Interview



RITCHIE BLACKMORE

"Record Collector" #228, August 1998



       Alan Whitman spends a Night in the Black and discovers how the Prince of Darkness turned wondering minstrel.
       My conversion,for what itīs worth,came in 1975,in the college common room.Thatīs where I heard Deep Purples breathtaking performance on the live "Made in Japan" album,and in particular Ritchie Blackmoreīs superb guitar playing - an experience which completely hooked me,from the first crashing chords of "Highway Star".
       Not that I was alone.Blackmore was feted as one of the most dazzling guitar heroes of the late 60s and early 70s,and era when technique,pyrotechnics and daring combined to make stars out of axemen as diverse as Eric Clapton,Jeff Beck,Jimmy Page and Carlos Santana.
       Regrettably, Blackmoreīs musical skills have often been overshadowed by the media concentration on his uncompromising personality.Thatīs probably the reason why the "Big Three" of Clapton,Page and Beck. But make no mistake,Ritchie has probably than influenced more contempoary guitar players than any of those characters.He will always be remembered for one of rockīs immortal riffs,"Smoke On The Water". The purits may sneer at ist simplicity,but I have yet to hear another guitarist who can wring the same sound and tone out of that trademark Fender Stratocaster and play the riff with the same flair (critics also tend to ignore his superb solo on the same song).
       In one area of the press,at least - the specialist guitar magazines - his talent has been given ist proper recognition.In fact,they have often speculated that Blackmore might be the greatest rock guitarist of all, a label he would undaubtedly dispute.A 1976 piece in Guitar Player magazine captures the esreem in which he is held in this quarter:" No other heavy player could have played the solo in "Strange Kind Of Woman" ;ist harmonies are beyond the reach of their understanding."
       But it would be a grave mistake to regard Blackmore as simply a heavy player,with all the stigma attached to that label.The influences he uses in his playing,particularly on stage,know no bounds,and anything from classical to blues is delivered with consumate ease.In fact,anybody who attends a Blackmore concert expecting to see straightforward heavy rock may be disappointed,as his performances are regularly punctuated with moments of the most delicate beauty,which have been known to reduce grown men to tears!Blackmore himself is aware of the fine line he treads,but for his hardcore audience,it is this diversity which is central to his appeal.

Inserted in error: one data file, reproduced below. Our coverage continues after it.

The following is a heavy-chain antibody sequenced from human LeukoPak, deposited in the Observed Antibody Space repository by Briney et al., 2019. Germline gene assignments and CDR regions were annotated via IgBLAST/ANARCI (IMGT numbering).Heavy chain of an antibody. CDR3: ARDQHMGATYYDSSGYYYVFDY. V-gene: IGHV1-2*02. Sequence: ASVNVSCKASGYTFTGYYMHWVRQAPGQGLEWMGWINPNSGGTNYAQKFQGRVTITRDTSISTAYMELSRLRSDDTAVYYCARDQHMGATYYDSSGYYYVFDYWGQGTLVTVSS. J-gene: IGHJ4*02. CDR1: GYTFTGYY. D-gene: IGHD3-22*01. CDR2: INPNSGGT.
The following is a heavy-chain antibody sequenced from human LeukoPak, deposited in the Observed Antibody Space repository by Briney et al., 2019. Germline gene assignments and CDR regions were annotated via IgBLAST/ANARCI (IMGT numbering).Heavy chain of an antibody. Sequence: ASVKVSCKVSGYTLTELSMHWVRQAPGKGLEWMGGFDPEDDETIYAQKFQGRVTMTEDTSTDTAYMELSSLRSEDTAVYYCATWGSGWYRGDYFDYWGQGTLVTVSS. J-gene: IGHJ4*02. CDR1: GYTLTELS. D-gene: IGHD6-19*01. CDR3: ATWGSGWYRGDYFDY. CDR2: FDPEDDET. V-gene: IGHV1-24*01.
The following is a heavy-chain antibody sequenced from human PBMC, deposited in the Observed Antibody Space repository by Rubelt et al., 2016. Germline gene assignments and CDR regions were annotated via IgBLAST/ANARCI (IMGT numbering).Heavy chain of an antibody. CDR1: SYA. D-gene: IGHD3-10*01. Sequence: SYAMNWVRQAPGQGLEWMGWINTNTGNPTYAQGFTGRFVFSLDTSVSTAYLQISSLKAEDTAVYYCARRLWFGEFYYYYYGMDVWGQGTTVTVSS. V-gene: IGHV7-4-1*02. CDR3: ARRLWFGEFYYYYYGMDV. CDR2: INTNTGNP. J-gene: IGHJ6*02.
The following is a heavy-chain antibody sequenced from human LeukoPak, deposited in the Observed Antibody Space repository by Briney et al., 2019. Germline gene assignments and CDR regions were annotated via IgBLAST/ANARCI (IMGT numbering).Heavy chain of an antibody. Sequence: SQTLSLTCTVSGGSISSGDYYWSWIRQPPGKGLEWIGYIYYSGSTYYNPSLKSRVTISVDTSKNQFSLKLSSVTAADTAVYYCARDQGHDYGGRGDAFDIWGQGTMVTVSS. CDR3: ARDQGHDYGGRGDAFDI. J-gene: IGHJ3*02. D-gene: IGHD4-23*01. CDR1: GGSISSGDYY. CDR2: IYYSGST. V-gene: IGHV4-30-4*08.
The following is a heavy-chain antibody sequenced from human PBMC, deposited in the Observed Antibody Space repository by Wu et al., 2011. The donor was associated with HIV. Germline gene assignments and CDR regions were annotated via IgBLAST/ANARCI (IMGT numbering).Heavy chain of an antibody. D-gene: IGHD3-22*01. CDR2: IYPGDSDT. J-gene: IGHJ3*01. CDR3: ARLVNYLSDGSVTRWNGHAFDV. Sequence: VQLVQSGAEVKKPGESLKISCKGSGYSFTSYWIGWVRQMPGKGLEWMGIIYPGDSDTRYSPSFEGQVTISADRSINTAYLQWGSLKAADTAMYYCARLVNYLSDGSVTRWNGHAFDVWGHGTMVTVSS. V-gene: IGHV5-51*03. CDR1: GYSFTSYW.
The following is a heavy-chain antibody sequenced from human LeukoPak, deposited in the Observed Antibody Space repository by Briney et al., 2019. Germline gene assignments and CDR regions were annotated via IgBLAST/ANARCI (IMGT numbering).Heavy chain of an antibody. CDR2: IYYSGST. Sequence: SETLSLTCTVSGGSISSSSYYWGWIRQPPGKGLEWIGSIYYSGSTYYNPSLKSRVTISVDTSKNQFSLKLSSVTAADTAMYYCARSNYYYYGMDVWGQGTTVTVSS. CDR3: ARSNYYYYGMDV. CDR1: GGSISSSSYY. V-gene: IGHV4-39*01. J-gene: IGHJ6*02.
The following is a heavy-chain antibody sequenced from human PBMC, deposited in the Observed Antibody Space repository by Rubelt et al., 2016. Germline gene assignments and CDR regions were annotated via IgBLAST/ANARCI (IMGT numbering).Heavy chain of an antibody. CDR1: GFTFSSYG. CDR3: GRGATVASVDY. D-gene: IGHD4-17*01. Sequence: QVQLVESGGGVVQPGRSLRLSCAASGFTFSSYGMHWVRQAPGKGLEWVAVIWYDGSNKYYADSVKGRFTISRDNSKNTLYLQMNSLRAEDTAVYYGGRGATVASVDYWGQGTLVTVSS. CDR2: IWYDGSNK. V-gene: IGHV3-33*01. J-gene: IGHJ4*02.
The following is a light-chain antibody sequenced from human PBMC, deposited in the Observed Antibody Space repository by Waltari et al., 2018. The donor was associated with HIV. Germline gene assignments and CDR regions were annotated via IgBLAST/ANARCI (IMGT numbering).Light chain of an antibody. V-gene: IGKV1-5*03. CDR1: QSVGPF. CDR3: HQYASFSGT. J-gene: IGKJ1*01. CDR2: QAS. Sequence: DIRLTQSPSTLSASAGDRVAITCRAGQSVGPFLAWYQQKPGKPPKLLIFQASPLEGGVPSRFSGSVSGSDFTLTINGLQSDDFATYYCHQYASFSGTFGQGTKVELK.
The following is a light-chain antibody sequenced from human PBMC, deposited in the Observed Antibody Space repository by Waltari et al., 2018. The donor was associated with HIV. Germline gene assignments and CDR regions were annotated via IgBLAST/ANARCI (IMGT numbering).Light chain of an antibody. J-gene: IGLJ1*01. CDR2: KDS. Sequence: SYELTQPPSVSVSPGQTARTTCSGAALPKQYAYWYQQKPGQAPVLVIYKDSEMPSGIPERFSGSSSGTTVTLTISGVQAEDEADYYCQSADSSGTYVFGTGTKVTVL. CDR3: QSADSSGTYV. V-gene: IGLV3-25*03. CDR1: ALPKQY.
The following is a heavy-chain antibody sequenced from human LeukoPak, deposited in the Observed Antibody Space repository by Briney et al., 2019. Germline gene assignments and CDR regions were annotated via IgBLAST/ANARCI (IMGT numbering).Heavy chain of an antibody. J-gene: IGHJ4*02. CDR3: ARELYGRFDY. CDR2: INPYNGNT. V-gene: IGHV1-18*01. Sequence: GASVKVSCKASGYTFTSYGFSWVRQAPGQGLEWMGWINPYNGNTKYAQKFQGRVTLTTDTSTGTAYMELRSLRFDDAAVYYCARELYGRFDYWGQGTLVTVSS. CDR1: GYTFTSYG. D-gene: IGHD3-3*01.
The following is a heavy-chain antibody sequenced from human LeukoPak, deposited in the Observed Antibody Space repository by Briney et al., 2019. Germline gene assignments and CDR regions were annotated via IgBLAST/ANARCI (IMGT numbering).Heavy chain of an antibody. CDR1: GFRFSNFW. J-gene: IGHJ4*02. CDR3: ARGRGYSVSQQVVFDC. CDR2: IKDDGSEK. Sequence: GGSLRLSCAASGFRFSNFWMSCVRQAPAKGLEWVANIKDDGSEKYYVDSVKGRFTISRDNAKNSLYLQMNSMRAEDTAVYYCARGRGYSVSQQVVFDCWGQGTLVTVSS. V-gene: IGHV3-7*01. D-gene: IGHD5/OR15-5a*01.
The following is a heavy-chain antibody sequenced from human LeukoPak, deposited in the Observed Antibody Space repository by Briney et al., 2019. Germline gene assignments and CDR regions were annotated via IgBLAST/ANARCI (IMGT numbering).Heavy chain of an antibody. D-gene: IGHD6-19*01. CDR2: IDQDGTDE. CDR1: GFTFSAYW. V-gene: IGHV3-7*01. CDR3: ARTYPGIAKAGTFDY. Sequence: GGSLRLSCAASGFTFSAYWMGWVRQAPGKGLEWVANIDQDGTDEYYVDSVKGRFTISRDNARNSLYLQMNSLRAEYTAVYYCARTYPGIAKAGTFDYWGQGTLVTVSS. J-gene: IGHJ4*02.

Even in such a varied career,few people were prepared for his latest band,Blackmoreīs Night,whose debut album is a stunning collection of Renaissance period music."Shadow Of The Moon" has been virtually ignored in Britain,but in other countries itīs been acclaimed as one of his finest efforts - something with which the guitarist would no doubt agree.
       To help publicise Blackmoreīs Night in this country,Ritchie - with his fiancee and vocalist,Candice Night - agreed to talk to Record Collector about the project,and also to look back over his long and varied career.We visited the couple in New York,eager to steer away from the standart interview questions about Deep Purple and Rainbow,and get closer to the heart of this enigmatic musician.
       Blackmorte has been tagged with various nicknames since the 70s,many of them reflecting his moody and difficult media image.Descriptions like "The man in Black" and "Price of Darkness" even carry satanic undertones,sparked by his deep interest in ghosts and seances.My initial impression was that these descriptions were very apt:dressed in full - length black cloak and tall black hat,he looked the personification of an evil wizard.Intensely private,he shuns the rockīnīroll merry -go-round,but he has a personality and charisma that demands your attention.
       The dark image isnīt entirely true to the real Ritchie Blackmore,though.It belies a man of intense and dry humao (Monty Python is a favourite), not to mention a skilled and elegant raconteur.Indeed,his humour has caused raised eyebrows in the past,when comments heīs made with his tongue firmly in cheekhave been taken far too literally.But as is often the case,his image is also a disguise for man of deep insecurity.
       Born in Weston-super-Mare on April 14th 1945, Blackmore formed his first band at school Ė the snappily titled 2 Iís Coffee Bar Skiffle Group. He left school at 15 and began working as an aircraft radio technician at London Airport. Around the same time, he formed the Dominators with his former schoolmate, drummer Mick Underwood. Then he joined the Satellites, playing rhythm guitar to Roger Mingayís lead. The band secured a residency in Twickenham, supplementing this with work at weddings and youth clubs, where theyíd play rockíníroll standards and Shadows numbers. In 1961, Ritchie joined Mike Dee and the Jaywalkers and more significantly purchased his cherry red Gibson ES835 guitar, identical to the one Chuck Berry used.